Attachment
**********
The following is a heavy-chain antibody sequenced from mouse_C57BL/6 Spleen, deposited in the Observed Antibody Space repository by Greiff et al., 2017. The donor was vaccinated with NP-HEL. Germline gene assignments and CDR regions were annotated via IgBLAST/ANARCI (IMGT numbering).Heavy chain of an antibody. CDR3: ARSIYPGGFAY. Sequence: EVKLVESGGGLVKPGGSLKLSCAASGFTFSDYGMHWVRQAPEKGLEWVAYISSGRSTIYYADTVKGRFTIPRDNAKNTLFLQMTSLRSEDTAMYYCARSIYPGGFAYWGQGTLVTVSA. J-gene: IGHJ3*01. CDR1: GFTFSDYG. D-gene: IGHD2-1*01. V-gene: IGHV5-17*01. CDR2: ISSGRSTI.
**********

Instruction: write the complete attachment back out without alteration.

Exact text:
The following is a heavy-chain antibody sequenced from mouse_C57BL/6 Spleen, deposited in the Observed Antibody Space repository by Greiff et al., 2017. The donor was vaccinated with NP-HEL. Germline gene assignments and CDR regions were annotated via IgBLAST/ANARCI (IMGT numbering).Heavy chain of an antibody. CDR3: ARSIYPGGFAY. Sequence: EVKLVESGGGLVKPGGSLKLSCAASGFTFSDYGMHWVRQAPEKGLEWVAYISSGRSTIYYADTVKGRFTIPRDNAKNTLFLQMTSLRSEDTAMYYCARSIYPGGFAYWGQGTLVTVSA. J-gene: IGHJ3*01. CDR1: GFTFSDYG. D-gene: IGHD2-1*01. V-gene: IGHV5-17*01. CDR2: ISSGRSTI.